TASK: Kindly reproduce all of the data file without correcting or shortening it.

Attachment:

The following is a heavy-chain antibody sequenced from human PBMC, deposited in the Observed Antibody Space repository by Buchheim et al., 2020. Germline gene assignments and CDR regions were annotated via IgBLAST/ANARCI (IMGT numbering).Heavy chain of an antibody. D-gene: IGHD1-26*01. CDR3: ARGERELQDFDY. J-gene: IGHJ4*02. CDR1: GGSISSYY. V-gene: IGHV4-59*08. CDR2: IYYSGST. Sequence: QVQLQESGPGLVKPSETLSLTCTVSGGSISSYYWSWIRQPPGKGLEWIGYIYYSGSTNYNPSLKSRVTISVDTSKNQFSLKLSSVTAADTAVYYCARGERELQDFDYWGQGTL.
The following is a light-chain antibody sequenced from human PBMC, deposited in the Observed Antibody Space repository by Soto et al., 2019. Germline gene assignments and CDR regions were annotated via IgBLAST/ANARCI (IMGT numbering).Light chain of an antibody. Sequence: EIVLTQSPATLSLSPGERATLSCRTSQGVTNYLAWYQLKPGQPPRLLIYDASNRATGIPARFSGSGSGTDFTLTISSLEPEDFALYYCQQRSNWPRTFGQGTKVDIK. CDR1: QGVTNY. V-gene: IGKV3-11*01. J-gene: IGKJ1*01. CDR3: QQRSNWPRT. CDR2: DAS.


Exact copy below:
The following is a heavy-chain antibody sequenced from human PBMC, deposited in the Observed Antibody Space repository by Buchheim et al., 2020. Germline gene assignments and CDR regions were annotated via IgBLAST/ANARCI (IMGT numbering).Heavy chain of an antibody. D-gene: IGHD1-26*01. CDR3: ARGERELQDFDY. J-gene: IGHJ4*02. CDR1: GGSISSYY. V-gene: IGHV4-59*08. CDR2: IYYSGST. Sequence: QVQLQESGPGLVKPSETLSLTCTVSGGSISSYYWSWIRQPPGKGLEWIGYIYYSGSTNYNPSLKSRVTISVDTSKNQFSLKLSSVTAADTAVYYCARGERELQDFDYWGQGTL.
The following is a light-chain antibody sequenced from human PBMC, deposited in the Observed Antibody Space repository by Soto et al., 2019. Germline gene assignments and CDR regions were annotated via IgBLAST/ANARCI (IMGT numbering).Light chain of an antibody. Sequence: EIVLTQSPATLSLSPGERATLSCRTSQGVTNYLAWYQLKPGQPPRLLIYDASNRATGIPARFSGSGSGTDFTLTISSLEPEDFALYYCQQRSNWPRTFGQGTKVDIK. CDR1: QGVTNY. V-gene: IGKV3-11*01. J-gene: IGKJ1*01. CDR3: QQRSNWPRT. CDR2: DAS.